When you have lived as long as I have, you have seen many crises come and go, including the Great Depression, World War II, the threat of nuclear war, urban riots, polio, flu and other epidemics, 9/11 and many more. The good news is that they do eventually pass. During President Franklin D. Roosevelt’s first inaugural address, with the nation wrapped in the gloom and despair of the Great Depression and millions out of work, he famously said that the only thing we had to fear was fear itself.

He was right. We survived the Great Depression and grew stronger. We led the allies to victory in World War II and emerged as the world’s mightiest superpower and top economy. In every major crisis, we rallied around our elected leaders, put politics on the back burner and worked together, demonstrating that as a united people and nation, we could accomplish almost anything. We’ve always believed that the American spirit could overcome any adversity. That belief may soon be tested again.

We don’t know how serious the novel corona virus epidemic may finally turn out to be for us and as yet there is no vaccine. As I write this, the state of Washington has reported a death from the Covid-19 disease and has declared a state of emergency. The pharmaceutical industry is working against time to develop a vaccine. We are so often quick to criticize that industry for high drug prices but now we’re praying that they have the resources and the ability to find one soon. We can’t help but wonder what might become of that industry if, say, a President Bernie Sanders nationalized it as part of his health care reform.

Whether or not the corona virus causes an extensive major health crisis here, it has already created a major economic one. Hard-hit countries like China, South Korea and Japan have experienced serious economic damage affecting worldwide supply chains including ours. Tourism and business travel has slowed to a crawl. Business and the stock market hate uncertainty, so stocks took a beating, wiping out this year’s gains and some of last year’s, taking a toll on retirement accounts.

Uncertainty promotes fear and fear promotes overreaction, especially by politicians and the media. In this environment, governments at every level need to act responsibly and calmly to prepare for the worst, keep the public informed honestly but without drama and displays of self-importance. The media needs to focus on objective reporting of verified news on the epidemic, avoiding sensational, speculative predictions of disaster or politically-inspired accusations of incompetence that unnecessarily alarm the public. This is not one of those crises that you should never allow to go to waste, to paraphrase the words of Rahm Emanuel.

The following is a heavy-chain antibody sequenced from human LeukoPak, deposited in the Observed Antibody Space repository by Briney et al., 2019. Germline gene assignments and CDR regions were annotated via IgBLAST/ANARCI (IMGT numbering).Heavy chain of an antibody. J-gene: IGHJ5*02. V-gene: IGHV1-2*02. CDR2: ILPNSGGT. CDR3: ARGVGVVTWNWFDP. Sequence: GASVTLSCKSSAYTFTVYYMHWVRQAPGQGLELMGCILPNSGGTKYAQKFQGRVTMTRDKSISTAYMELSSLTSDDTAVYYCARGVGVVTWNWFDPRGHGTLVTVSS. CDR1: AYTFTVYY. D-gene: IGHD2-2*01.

Politicians who seek to weaponize a health crisis like this for political purposes are despicable and become part of the problem. This is not a debatable issue like impeachment or trade policies that ordinary Americans are too busy to pay more than passing attention to. This is a threat to their health and that of their loved ones and perhaps their very lives, which they care very much about and are paying close attention to. They will have little patience for political squabbling and finger –pointing by their political leaders.

People will demand that their political leaders put politics aside and work together to find solutions. If they cannot offer constructive suggestions on the subject, at least they should support those who can or else keep quiet about something they probably know little or nothing about. House Speaker Nancy Pelosi, Senate Minority Leader Chuck Schumer need to lay off the reflexive criticism of the president and focus more on what resources Congress needs to provide to deal effectively with this crisis. This applies, as well, to those members of Congress who are campaigning for the Democrat presidential nomination and are so focused on beating and blaming Donald Trump that they are neglecting their congressional duties.

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